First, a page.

BMW's CEO says Tesla will struggle to maintain its rapid growth because of mounting competition among electric-car makers
BMW CEO Oliver Zipse and Tesla CEO Elon Musk. Sven Hoppe / Picture Alliance via Getty Images, Hannibal Hanschke-Pool / Getty Images
Tesla could struggle to maintain its rapid growth as other automakers launch their own electric vehicles, Oliver Zipse said Monday.
"The rest of the industry is making great strides," said the BMW CEO.
Tesla delivered nearly 500,000 vehicles in 2020. Other automakers have pledged to increase sales of electric cars.
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Tesla could struggle to maintain its rapid growth as its competitors ramp up sales of their own electric vehicles, the BMW CEO said on Monday.
Tesla delivered nearly 500,000 vehicles in 2020 and expects an "average annual growth of 50%" for the next few years.
"It will not be easy for Tesla to continue at this pace as the rest of the industry is making great strides," said BMW CEO Oliver Zipse at the DLD All Stars conference on Monday.
Bloomberg covered the news first.
Other automakers are increasingly stepping up their efforts to bring electric cars to market as the market continues to boom.
Zipse's company, BMW, began selling the Mini Electric, the most affordable electric car currently available in the US, in 2020, insider Tim Levin reported.
General Motors, the U.S. largest automaker, said it will cease sales of gas-powered vehicles by 2035 and invest $ 27 billion in electric and autonomous vehicles over the next five years.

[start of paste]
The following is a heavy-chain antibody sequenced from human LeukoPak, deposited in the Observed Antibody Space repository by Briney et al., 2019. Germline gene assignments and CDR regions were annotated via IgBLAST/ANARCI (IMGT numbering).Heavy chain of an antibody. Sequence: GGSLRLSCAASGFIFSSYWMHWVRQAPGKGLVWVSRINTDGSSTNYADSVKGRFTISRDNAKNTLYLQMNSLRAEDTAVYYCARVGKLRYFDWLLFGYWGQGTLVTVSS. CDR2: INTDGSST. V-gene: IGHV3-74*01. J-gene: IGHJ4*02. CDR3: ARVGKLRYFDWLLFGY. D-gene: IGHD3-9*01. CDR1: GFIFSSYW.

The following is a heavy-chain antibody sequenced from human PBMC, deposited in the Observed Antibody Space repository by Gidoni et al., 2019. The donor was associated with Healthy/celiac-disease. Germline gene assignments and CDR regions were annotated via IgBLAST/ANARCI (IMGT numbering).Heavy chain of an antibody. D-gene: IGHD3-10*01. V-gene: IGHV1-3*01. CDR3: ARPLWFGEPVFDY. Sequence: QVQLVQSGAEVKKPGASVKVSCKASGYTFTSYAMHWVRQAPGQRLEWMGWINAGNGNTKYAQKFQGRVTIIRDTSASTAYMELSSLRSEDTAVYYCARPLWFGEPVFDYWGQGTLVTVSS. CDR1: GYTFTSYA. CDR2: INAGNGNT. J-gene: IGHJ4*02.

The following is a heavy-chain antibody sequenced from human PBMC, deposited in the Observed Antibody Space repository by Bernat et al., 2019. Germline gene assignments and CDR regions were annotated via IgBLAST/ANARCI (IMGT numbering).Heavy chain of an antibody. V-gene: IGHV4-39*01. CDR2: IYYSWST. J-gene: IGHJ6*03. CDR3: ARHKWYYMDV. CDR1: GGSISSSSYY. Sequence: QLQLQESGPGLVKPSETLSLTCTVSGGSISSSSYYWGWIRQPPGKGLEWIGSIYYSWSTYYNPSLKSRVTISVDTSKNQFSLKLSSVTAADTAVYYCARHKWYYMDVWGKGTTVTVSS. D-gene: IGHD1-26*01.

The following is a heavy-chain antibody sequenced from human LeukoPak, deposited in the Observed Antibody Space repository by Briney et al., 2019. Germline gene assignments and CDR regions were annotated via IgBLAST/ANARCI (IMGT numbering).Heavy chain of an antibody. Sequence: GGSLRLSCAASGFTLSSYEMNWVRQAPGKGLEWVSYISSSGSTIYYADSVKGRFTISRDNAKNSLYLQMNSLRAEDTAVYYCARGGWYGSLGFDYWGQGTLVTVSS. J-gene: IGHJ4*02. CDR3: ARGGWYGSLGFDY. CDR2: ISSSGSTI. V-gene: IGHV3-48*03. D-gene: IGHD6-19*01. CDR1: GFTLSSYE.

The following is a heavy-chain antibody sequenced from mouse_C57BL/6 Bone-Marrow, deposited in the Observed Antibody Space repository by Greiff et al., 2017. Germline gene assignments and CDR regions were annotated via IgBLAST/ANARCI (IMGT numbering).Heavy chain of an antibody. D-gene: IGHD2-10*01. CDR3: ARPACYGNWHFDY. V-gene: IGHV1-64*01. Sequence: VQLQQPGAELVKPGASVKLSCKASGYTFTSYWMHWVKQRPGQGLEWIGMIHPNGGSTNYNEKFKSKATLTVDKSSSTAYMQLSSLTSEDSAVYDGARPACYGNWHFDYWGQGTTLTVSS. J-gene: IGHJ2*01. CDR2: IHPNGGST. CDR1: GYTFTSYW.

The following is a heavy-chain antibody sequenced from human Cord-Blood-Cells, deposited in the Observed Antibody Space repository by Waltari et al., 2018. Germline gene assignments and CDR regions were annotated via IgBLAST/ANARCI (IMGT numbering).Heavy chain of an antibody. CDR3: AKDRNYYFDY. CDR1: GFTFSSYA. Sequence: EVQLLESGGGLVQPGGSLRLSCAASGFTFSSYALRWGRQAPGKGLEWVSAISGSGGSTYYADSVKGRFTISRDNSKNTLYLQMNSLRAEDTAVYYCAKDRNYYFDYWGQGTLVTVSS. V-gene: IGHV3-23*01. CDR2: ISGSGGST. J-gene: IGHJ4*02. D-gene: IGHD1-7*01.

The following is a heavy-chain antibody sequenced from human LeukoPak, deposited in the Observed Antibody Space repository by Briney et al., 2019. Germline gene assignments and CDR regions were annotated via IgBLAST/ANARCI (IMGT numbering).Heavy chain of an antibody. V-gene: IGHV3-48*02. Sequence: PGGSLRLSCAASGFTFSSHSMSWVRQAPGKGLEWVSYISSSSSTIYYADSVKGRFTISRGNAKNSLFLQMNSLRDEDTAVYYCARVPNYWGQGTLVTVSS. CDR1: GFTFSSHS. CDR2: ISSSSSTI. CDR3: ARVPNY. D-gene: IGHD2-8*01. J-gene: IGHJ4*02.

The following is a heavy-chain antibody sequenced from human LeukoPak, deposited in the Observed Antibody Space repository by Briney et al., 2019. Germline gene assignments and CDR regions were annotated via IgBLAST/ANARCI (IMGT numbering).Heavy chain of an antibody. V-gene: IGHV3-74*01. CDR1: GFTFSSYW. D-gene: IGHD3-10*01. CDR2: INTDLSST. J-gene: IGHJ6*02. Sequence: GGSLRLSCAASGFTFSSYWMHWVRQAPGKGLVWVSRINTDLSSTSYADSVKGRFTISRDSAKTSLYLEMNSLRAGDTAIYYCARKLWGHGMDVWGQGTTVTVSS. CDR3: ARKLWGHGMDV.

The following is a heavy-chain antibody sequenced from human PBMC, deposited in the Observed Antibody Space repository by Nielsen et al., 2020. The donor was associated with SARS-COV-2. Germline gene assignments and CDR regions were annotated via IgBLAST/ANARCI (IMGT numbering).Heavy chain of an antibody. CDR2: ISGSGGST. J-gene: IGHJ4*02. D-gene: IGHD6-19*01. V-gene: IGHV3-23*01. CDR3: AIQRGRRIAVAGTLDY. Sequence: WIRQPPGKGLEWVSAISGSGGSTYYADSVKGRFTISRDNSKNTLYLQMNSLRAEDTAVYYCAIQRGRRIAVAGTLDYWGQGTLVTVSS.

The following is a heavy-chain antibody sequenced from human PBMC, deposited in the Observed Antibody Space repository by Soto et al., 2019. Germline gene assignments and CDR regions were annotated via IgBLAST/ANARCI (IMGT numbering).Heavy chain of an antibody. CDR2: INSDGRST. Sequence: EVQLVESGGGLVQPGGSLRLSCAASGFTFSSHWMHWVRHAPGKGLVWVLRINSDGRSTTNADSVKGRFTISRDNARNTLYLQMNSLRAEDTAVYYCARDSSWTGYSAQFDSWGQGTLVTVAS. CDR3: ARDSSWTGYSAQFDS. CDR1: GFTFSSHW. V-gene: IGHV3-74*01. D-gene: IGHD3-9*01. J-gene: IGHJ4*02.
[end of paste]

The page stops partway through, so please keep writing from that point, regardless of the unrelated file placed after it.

Jaguar Land Rover announced that it would go fully electric by 2039. Volkswagen electric vehicle sales more than tripled in 2020, and even Apple is reportedly building its own electric car.
Despite increasing competition, analysts expect Tesla's sales to continue to boom.
"With a green tidal wave on the horizon, we believe Tesla will see strong growth in the US through 2021 and beyond, adding to the hot growth the company has seen so far this year in China and Europe," said Daniel Ives, An analyst at Wedbush said.
Tesla's success also depends on the economic recovery from the pandemic. Sales declined around 15% in the second half of 2020 as consumers cut spending on cars during the pandemic.
However, the company is stepping up its efforts to make a more affordable electric car, which in turn could boost sales. In September, CEO Elon Musk said the company would produce a "fully autonomous" electric car worth $ 25,000 in about three years, and last week Tesla cut prices on some of its vehicles.
Selling in China, the world's largest auto market, could be central to Tesla's success.
Tesla could ship a million vehicles in 2022 as China has "flashy demand" that could account for 40% of its global sales, Ives said in December. The country where Tesla began shipping Shanghai-made Model Y vehicles in January is said to be the "heart and lungs" of Tesla's demand growth story.
Tesla is also nearing commencement of operations in India later this year.
"We expect the Indian auto market to double over the next five years, with electric vehicles increasing their share," said David Leggett, automotive analyst with GlobalData.
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